Caitlin Clark’s Catholic upbringing may not get as much attention as her scoring records, career goals or 3-point shot, but it’s a key part of her path to college basketball stardom and one of the forces that made her who she is today.

Here’s a look at Clark’s religious roots, as well as what she’s said about her faith.

Related
The rise of women’s basketball and why it matters
Why Iowa-UConn is a must-watch game

Caitlin Clark’s childhood

Clark was raised Catholic in West Des Moines, Iowa. She, along with her brothers, attended Catholic elementary and high schools, fitting religion classes into daily schedules crammed with academic obligations and sports practices.

In 2018, as a high school sophomore, Clark told the Des Moines Register that Dowling Catholic High School is a “special place to go to school” because of its emphasis on prayer.

“We get to live our faith every day. Dowling starts every day with prayer and ends every day with prayer. This is a big reason why Dowling has such a special culture,” she said.

Iowa guard Caitlin Clark (22) celebrates after defeating LSU in an Elite Eight round college basketball game during the NCAA Tournament, Monday, April 1, 2024, in Albany, N.Y. | Mary Altaffer

Dowling Catholic was not a basketball powerhouse, and it didn’t qualify for the state tournament during Clark’s senior year, according to ESPN.

But Clark’s play still got national attention, and she was recruited by top colleges, including the University of Notre Dame, which is many Catholics’ dream school.

“My family wanted me to go to Notre Dame,” Clark told ESPN. “At the end of the day they were like, you make the decision for yourself. But it’s NOTRE DAME!”

Clark initially did commit to Notre Dame, but then changed her mind. She didn’t tell her parents until after she’d called the Notre Dame and Iowa coaches to break the news.

“Her parents both call the family meeting that followed ‘emotional’ and say they realized, truly in that moment, that their daughter had a vision for herself more ambitious and nuanced than any they could conjure,” ESPN reported.

Caitlin Clark at Iowa

At Iowa over the past four years, Clark has met many of her loftiest goals and taken major steps toward achieving others.

She’s led Iowa to its first national championship game, broken scoring records and become the face of NCAA women’s basketball.

And she’s done it all while staying connected to her family and her faith.

In the ESPN article, Clark described her mom as one of her best friends and her dad as a constant presence.

Her two brothers often come to games to support her, and her older brother, Blake, has talked about praying for her success.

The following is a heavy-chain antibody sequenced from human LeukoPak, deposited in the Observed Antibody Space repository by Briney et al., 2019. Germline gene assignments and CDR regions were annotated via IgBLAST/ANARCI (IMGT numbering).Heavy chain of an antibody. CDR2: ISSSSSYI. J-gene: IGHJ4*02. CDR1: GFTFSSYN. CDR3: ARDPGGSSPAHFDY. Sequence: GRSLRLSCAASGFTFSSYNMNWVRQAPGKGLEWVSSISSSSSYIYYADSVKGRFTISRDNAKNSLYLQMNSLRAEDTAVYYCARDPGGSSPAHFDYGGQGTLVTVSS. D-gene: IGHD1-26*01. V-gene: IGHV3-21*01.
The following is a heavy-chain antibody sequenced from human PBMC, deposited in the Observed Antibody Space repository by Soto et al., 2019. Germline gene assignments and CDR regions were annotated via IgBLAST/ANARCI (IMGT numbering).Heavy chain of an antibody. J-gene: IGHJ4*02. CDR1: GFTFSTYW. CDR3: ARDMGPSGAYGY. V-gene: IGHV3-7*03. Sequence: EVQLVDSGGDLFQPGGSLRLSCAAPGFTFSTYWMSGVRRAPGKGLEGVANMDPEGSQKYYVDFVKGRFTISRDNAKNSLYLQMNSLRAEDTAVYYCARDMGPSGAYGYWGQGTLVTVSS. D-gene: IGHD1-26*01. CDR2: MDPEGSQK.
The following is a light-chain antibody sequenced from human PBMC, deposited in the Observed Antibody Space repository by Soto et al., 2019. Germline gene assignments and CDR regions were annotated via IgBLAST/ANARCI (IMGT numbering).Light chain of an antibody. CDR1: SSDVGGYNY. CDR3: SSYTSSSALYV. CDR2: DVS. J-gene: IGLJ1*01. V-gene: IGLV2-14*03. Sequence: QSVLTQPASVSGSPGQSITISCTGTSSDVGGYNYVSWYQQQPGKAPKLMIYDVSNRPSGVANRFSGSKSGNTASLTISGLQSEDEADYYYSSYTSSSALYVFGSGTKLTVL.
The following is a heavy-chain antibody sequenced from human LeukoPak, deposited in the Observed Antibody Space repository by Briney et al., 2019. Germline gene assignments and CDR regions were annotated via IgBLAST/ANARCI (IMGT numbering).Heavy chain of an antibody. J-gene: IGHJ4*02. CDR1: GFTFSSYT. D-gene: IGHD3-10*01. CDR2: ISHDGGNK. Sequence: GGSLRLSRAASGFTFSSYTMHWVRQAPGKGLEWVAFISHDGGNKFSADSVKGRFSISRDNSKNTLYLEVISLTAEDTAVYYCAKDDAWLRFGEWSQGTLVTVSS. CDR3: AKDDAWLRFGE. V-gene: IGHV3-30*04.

Blake Clark also regularly reminds his sister “to say her rosary and go to the church near campus,” ESPN reported, citing a source at the church who believes the basketball star does attend “more Sundays than not.”

Iowa guard Caitlin Clark (22) huddles with teammates on the court before playing LSU in an Elite Eight round college basketball game during the NCAA Tournament, Monday, April 1, 2024, in Albany, N.Y. | Hans Pennink

Caitlin Clark and religion

Clark’s Catholicism is rarely mentioned in coverage of her basketball career. That might be because she’s not as vocal about her faith as other young basketball stars, including UConn’s Paige Bueckers.

While Bueckers talks about God in postgame interviews, Clark mostly talks about her performance, her teammates and her goals for the next game.

In 2022, she did reference prayer in a tweet about Bueckers suffering a season-ending knee injury.

“Praying for you,” Clark said.

Many of Clark’s fans say she’s a role model for young people of faith, regardless of how often she references God, since she embodies values like humility and concern for others.

“I think she represents what’s best about being raised in the Catholic faith,” said Shelley Goodell, a member of the church Clark grew up attending, St. Francis of Assisi Catholic Church in West Des Moines, to the Diocese of Des Moines last year.

Similarly, Clark’s high school coach, Kristin Meyer, has said Clark should be celebrated for how she uses her God-given talents.

“She knows that she has some talents that other people weren’t necessarily born with, and she’s just looking to maximize them not just for herself but for her teammates, and on an even bigger scope for the fans,” Meyer told Crux earlier this year.

Related
What UConn's Paige Bueckers has said about her faith

How to watch Iowa-UConn

Clark and Iowa take on Bueckers and UConn Friday night in the Final Four of the NCAA Women’s Tournament.

The game will start around 7:30 p.m. MDT. It will air on ESPN and stream on ESPN+.